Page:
Thomas J. Wubben, MD, PhD
Vitreoretinal Surgery Fellow
Kellogg Eye Center / University of Michigan
Congratulations to Dr. Wubben from Kellogg Eye Center, who is the 2018 recipient of the Retina Society Fellowship Research Award. He’s on quite the run, also being awarded the Michels Fellowship Award just 2 weeks ago. We are honored to have Dr. Wubben discuss his groundbreaking work on neuroprotection with us, which he presented this past week at the Retina Society meeting in San Francisco.
Can you tell our readers about your study?
Wubben: As many of the readers know, photoreceptor cell death is the root cause of vision loss in many retinal disorders. No successful treatment options currently exist to prevent photoreceptor cell loss. Therefore, there is an urgent unmet need for neuroprotective modalities to improve photoreceptor survival. Considering photoreceptors have little reserve capacity to generate ATP (energy for the cell) and as a result, are susceptible to small changes in energy homeostasis, disruption of nutrient availability and metabolic regulation may be a unifying mechanism in photoreceptor cell death.
The biosynthetic requirement of photoreceptors is among the highest in the body, and to meet this demand, photoreceptors maintain their ability to perform aerobic glycolysis. This highly regulated form of glucose metabolism allows cells to efficiently budget their metabolic needs and may be a critical link between photoreceptor function and survival. Pyruvate kinase muscle isozyme 2 (PKM2) is a key regulator of aerobic glycolysis. As such, the over-arching hypothesis of our study is that metabolic reprogramming of photoreceptor glucose metabolism will increase the efficiency of energy generation and enhance photoreceptor survival during periods of outer retinal stress. The goal specific to this project was to genetically reprogram photoreceptor glucose metabolism by altering the expression of PKM2.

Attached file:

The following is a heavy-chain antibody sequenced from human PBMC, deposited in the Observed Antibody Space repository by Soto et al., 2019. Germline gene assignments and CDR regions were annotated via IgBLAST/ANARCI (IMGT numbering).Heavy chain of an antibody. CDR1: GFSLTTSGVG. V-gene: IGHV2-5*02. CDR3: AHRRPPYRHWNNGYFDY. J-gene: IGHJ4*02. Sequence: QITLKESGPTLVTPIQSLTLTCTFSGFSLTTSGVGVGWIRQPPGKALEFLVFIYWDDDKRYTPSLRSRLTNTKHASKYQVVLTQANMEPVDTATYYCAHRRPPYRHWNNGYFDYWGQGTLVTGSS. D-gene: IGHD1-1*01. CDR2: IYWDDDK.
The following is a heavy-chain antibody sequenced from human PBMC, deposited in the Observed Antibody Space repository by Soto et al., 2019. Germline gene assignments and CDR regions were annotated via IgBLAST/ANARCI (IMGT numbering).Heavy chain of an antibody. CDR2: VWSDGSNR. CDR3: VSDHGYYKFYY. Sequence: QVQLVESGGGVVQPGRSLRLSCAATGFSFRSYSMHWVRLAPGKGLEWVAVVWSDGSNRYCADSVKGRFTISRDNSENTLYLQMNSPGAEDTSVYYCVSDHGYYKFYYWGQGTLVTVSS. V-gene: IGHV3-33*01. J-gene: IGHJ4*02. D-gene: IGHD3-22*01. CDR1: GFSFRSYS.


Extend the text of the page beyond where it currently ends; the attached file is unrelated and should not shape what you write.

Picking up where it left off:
What did you find?
To begin to understand our results, one needs to know that PKM2 is unique to aerobic glycolysis, is under complex regulation to provide a high and low activity state depending on nutrient availability as well as other regulators, and localizes to photoreceptors. Its isoform, PKM1, is predominantly found in the inner retina and has only constitutively high catalytic activity.
With that understanding, we generated a knockout mouse model with selective deletion of PKM2 in photoreceptors, which led to compensatory PKM1 expression and upregulation of genes involved in glucose metabolism. Under acute stress produced by experimental retinal detachment, this mouse model showed decreased photoreceptor apoptosis and increased photoreceptor survival. We also showed that the regulation of PKM2 in rodent retina shifts to the high activity state after experimental retinal detachment to increase catabolic activity. Thus, the metabolic reprogramming observed in the retina of the photoreceptor-specific Pkm2 knockout mice mimics the activation of PKM2 after nutrient deprivation by substituting constitutively active PKM1 to circumvent acute apoptotic stress and increase photoreceptor survival.
How can this study be translated into a novel therapeutic strategy to improve photoreceptor survival and ultimately vision in many individuals?
Our results provide evidence that reprogramming of photoreceptor metabolism is a novel therapeutic strategy for photoreceptor neuroprotection. The knockout mouse model we generated with selective deletion of PKM2 in photoreceptors and compensatory PKM1 isoform expression showed increased PK activity. Hence, a small-molecule activator that activates PKM2 and increases its catalytic activity may show similar photoreceptor neuroprotective effects and be translated to the clinic to improve vision in many suffering from retinal disorders. However, further research is needed.